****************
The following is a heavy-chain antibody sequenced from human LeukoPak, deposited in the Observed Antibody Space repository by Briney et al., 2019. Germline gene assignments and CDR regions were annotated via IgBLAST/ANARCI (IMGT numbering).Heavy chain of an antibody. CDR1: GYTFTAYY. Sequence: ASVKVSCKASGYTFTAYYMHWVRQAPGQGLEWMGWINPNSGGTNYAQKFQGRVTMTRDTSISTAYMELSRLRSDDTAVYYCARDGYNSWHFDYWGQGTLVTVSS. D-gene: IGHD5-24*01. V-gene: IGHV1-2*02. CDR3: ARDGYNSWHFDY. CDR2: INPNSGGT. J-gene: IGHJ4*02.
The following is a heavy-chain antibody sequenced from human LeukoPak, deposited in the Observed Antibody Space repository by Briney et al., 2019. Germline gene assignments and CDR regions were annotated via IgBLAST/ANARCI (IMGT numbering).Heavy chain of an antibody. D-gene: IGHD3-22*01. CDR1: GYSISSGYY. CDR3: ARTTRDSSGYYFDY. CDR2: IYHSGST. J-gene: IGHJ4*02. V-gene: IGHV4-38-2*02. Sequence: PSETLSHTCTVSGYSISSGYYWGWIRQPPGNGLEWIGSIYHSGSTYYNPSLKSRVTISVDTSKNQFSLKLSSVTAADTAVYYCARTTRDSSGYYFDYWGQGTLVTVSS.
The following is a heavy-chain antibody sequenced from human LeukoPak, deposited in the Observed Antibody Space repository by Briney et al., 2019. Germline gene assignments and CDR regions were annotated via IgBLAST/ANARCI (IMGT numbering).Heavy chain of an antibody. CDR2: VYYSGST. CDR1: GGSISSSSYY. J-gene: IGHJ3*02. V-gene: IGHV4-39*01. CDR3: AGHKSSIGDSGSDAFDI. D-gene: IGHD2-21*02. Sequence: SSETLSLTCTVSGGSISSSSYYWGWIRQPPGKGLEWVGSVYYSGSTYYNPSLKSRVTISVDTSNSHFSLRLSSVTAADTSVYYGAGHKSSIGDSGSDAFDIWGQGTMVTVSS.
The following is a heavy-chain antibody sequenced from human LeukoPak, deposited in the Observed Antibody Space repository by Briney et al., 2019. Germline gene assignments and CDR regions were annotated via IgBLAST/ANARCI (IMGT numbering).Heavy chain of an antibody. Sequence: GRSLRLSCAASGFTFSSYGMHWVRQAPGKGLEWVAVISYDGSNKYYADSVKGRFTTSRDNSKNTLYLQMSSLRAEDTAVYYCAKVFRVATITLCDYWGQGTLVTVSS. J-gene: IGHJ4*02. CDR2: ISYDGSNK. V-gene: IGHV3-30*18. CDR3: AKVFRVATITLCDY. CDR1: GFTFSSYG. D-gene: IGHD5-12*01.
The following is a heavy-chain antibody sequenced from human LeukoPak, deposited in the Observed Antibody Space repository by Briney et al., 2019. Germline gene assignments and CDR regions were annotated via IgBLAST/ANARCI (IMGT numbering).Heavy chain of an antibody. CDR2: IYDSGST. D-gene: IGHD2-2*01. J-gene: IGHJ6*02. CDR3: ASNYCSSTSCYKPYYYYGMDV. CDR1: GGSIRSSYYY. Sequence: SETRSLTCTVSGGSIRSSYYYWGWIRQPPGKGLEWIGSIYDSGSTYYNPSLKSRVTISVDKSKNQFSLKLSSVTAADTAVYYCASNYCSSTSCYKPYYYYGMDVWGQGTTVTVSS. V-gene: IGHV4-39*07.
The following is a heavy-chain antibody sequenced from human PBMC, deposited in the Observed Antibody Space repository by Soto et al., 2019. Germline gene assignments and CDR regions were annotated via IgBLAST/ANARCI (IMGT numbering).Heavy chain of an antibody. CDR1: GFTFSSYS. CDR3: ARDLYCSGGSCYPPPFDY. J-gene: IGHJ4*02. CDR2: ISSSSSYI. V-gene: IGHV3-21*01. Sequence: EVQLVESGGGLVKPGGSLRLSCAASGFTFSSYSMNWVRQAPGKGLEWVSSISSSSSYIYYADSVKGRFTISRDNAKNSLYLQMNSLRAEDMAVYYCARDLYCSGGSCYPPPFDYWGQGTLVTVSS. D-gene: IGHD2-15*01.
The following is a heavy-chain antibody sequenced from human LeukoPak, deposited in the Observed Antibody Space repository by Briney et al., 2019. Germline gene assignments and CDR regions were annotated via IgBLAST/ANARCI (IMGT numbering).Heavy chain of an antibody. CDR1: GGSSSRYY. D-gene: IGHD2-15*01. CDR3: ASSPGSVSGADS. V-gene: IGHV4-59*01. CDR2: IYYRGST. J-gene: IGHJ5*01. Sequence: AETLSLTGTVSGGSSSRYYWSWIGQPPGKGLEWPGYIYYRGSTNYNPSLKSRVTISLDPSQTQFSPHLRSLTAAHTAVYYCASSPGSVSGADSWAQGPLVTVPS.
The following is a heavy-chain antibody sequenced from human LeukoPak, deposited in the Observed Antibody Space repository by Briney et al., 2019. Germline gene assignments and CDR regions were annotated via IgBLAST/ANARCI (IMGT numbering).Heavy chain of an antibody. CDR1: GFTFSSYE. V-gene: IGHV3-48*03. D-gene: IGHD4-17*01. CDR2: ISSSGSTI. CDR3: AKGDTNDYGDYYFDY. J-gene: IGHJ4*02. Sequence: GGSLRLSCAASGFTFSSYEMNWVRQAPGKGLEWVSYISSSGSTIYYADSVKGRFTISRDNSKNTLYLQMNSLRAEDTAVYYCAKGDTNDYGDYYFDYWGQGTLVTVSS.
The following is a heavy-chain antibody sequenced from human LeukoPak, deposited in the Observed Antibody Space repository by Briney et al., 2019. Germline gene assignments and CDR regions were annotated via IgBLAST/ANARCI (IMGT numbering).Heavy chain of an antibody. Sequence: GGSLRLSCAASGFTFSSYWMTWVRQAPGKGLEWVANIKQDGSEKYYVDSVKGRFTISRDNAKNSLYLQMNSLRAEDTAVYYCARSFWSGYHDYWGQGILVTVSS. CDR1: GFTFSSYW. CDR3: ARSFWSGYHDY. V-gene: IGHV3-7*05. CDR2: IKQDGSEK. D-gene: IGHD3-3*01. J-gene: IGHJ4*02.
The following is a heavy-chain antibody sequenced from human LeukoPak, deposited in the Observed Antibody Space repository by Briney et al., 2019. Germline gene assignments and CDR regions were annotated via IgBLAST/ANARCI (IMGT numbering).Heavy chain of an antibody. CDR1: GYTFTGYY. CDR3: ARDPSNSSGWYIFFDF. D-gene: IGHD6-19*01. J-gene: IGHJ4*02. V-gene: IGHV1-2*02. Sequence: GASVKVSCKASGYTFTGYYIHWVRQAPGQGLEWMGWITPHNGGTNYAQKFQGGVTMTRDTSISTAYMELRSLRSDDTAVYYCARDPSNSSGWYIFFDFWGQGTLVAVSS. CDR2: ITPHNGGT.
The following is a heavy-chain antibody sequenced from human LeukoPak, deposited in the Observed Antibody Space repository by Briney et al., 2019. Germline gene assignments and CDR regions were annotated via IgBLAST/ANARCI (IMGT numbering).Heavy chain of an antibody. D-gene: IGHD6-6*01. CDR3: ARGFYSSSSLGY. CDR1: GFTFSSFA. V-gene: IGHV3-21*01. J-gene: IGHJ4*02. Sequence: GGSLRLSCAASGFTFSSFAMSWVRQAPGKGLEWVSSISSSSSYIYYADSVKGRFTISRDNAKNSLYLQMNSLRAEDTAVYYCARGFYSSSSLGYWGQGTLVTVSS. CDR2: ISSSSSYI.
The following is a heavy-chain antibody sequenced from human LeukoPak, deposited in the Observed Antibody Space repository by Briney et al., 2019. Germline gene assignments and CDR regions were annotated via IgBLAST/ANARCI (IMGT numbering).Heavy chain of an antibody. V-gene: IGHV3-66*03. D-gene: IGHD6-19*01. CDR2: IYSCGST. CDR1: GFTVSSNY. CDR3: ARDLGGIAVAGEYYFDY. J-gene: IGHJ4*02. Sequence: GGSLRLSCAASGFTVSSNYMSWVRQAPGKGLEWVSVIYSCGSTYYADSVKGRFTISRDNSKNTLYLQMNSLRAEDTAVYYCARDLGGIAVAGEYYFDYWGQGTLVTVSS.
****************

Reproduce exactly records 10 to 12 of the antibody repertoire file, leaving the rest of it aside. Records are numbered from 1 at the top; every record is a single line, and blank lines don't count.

The following is a heavy-chain antibody sequenced from human LeukoPak, deposited in the Observed Antibody Space repository by Briney et al., 2019. Germline gene assignments and CDR regions were annotated via IgBLAST/ANARCI (IMGT numbering).Heavy chain of an antibody. CDR1: GYTFTGYY. CDR3: ARDPSNSSGWYIFFDF. D-gene: IGHD6-19*01. J-gene: IGHJ4*02. V-gene: IGHV1-2*02. Sequence: GASVKVSCKASGYTFTGYYIHWVRQAPGQGLEWMGWITPHNGGTNYAQKFQGGVTMTRDTSISTAYMELRSLRSDDTAVYYCARDPSNSSGWYIFFDFWGQGTLVAVSS. CDR2: ITPHNGGT.
The following is a heavy-chain antibody sequenced from human LeukoPak, deposited in the Observed Antibody Space repository by Briney et al., 2019. Germline gene assignments and CDR regions were annotated via IgBLAST/ANARCI (IMGT numbering).Heavy chain of an antibody. D-gene: IGHD6-6*01. CDR3: ARGFYSSSSLGY. CDR1: GFTFSSFA. V-gene: IGHV3-21*01. J-gene: IGHJ4*02. Sequence: GGSLRLSCAASGFTFSSFAMSWVRQAPGKGLEWVSSISSSSSYIYYADSVKGRFTISRDNAKNSLYLQMNSLRAEDTAVYYCARGFYSSSSLGYWGQGTLVTVSS. CDR2: ISSSSSYI.
The following is a heavy-chain antibody sequenced from human LeukoPak, deposited in the Observed Antibody Space repository by Briney et al., 2019. Germline gene assignments and CDR regions were annotated via IgBLAST/ANARCI (IMGT numbering).Heavy chain of an antibody. V-gene: IGHV3-66*03. D-gene: IGHD6-19*01. CDR2: IYSCGST. CDR1: GFTVSSNY. CDR3: ARDLGGIAVAGEYYFDY. J-gene: IGHJ4*02. Sequence: GGSLRLSCAASGFTVSSNYMSWVRQAPGKGLEWVSVIYSCGSTYYADSVKGRFTISRDNSKNTLYLQMNSLRAEDTAVYYCARDLGGIAVAGEYYFDYWGQGTLVTVSS.